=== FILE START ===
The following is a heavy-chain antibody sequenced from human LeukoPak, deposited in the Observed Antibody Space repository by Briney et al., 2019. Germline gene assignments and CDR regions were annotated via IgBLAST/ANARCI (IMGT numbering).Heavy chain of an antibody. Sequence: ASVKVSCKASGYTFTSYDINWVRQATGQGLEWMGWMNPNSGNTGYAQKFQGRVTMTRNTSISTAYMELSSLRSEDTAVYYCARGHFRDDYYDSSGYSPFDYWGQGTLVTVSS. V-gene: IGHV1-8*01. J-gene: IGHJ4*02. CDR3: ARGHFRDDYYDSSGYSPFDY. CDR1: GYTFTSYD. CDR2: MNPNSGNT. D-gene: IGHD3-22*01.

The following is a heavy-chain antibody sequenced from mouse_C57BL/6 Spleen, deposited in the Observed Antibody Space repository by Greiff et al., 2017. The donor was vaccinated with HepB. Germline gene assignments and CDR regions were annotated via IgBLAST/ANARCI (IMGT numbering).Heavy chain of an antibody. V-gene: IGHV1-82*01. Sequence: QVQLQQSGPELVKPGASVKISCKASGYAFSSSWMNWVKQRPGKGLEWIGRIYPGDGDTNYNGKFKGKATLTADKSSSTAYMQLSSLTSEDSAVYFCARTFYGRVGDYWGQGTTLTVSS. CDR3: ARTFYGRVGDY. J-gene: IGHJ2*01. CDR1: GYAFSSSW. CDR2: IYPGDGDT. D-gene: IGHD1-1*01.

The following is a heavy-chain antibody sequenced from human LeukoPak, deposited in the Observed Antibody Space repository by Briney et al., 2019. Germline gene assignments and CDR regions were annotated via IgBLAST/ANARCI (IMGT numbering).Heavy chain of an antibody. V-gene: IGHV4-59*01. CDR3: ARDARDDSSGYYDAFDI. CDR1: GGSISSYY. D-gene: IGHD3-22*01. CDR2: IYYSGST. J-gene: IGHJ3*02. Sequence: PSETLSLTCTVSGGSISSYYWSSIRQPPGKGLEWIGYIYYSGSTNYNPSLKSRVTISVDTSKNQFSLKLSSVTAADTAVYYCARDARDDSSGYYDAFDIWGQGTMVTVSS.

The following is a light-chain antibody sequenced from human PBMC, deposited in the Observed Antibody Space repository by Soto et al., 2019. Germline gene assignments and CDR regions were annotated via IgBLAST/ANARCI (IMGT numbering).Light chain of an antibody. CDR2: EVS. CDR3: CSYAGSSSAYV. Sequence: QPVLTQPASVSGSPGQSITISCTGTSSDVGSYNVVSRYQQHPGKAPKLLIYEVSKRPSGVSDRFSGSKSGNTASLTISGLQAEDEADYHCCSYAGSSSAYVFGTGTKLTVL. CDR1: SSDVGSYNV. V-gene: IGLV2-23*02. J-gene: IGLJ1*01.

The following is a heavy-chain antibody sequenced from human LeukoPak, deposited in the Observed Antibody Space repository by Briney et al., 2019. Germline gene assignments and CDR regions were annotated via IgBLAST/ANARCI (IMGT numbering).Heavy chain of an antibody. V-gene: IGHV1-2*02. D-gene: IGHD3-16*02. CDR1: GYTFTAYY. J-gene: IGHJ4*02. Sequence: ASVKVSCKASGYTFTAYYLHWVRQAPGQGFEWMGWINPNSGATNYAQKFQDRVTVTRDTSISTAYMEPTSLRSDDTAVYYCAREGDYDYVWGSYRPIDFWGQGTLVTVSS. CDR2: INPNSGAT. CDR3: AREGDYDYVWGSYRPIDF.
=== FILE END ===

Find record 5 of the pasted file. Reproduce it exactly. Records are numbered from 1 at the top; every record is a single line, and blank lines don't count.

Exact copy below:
The following is a heavy-chain antibody sequenced from human LeukoPak, deposited in the Observed Antibody Space repository by Briney et al., 2019. Germline gene assignments and CDR regions were annotated via IgBLAST/ANARCI (IMGT numbering).Heavy chain of an antibody. V-gene: IGHV1-2*02. D-gene: IGHD3-16*02. CDR1: GYTFTAYY. J-gene: IGHJ4*02. Sequence: ASVKVSCKASGYTFTAYYLHWVRQAPGQGFEWMGWINPNSGATNYAQKFQDRVTVTRDTSISTAYMEPTSLRSDDTAVYYCAREGDYDYVWGSYRPIDFWGQGTLVTVSS. CDR2: INPNSGAT. CDR3: AREGDYDYVWGSYRPIDF.